The scope of discovery under the Federal Rules of Civil Procedure is broad. Fed.R.Civ.P. 26(b)(1).[1] Parties are required to respond to both interrogatories and requests to produce documents within 30 days of being served with the requests. Fed.R.Civ.P. 33(b)(2) (“responding party must serve its answers and any objections within 30 days after being served with the interrogatories”); Fed.R.Civ.P. 34 (b)(2)(A) (responding party must “respond in writing within 30 days after being served”). The Federal Rules of Civil Procedure also provide for sanctions for failing to comply with a court order and for failing to respond to interrogatories or document requests. Fed.R.Civ.P. 37(b)(2), (d)(3). Under Rule 37, the court have broad discretion in the crafting of appropriate sanctions, up to and including dismissal. Id.; Liew v. Breen, 640 F.2d 1046, 1050 (9th Cir. 1981).

         Where a court considers dismissal as a remedy for failure to comply with a court order, the court is to consider: “(1) the public's interest in expeditious resolution of litigation; (2) the court's need to manage its docket; (3) the risk of prejudice to the defendants; (4) the public policy favoring disposition of cases on their merits; and (5) the availability of less drastic sanctions.” In re Phenylpropanolamine (PPA) Prod. Liab. Litig., 460 F.3d 1217, 1226 (9th Cir. 2006) (quoting Malone v. U.S. Postal Serv., 833 F.2d 128, 130 (9th Cir. 1987). The “factors are ‘not a series of conditions precedent before the judge can do anything,' but a ‘way for a district judge to think about what to do.'” Id. (quoting Valley Eng'rs Inc. v. Elec. Eng'g Co., 158 F.3d 1051, 1057 (9th Cir. 1998)). Additionally, the Court should consider the willfulness of the conduct. Henry v Gill Indus., Inc., 983 F.2d 943, 948 (9th Cir. 1995) (“‘disobedient conduct not shown to be outside the control of the litigant' is all that is required to demonstrate willfulness, bad faith, or fault”) (citations omitted).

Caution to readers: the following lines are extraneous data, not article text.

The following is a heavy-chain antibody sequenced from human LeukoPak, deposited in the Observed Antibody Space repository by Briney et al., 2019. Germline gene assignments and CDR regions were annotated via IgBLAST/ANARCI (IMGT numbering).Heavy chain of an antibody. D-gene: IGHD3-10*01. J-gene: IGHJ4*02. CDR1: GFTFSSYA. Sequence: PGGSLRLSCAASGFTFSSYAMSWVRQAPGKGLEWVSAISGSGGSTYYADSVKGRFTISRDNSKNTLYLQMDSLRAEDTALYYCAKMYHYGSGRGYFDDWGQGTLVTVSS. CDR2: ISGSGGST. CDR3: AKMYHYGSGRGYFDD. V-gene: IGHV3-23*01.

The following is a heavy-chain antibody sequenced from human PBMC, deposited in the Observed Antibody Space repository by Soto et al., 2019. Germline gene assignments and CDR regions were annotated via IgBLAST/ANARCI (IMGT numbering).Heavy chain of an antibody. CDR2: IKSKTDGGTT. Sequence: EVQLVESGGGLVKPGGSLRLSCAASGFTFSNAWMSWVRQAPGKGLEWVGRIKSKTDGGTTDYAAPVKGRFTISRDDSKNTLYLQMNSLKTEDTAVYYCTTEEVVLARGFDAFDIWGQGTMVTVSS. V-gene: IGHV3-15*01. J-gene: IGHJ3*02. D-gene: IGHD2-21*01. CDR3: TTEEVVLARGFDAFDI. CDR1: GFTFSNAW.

B. Dismissal Is Appropriate

         Here, consideration of the five relevant factors leads the Court to conclude that dismissal is the appropriate sanction. Plaintiff has not indicated any interest in seriously pursuing this matter. A sanction short of dismissal would necessitate yet another continuance of the trial date-currently November 18, 2019.[2] Despite not being heavily litigated, this case has cluttered the Court's docket for long enough and should be concluded. While the Court notes the strong preference for resolution of cases on their merits, Plaintiff appears unlikely to pursue this matter to the merits and his failure to provide relevant documentation or testimony casts serious doubt on the merits of his action.

         Perhaps most seriously, a remedy short of dismissal would appear to prejudice City Light. Litigation depends on access to relevant evidence. Nixon v. Adm'r of Gen. Servs.,433 U.S. 425, 477 (1977) (noting that “the functioning of our adversary legal system [] depends upon the availability of relevant evidence in carrying out its commitments both to fair play and to the discovery of truth within the bounds set by law”) (citations omitted). Without access to evidence, City Light would certainly be prejudiced in defending itself at trial. But City Light is also unable to determine whether this case can be resolved short of trial or on summary ...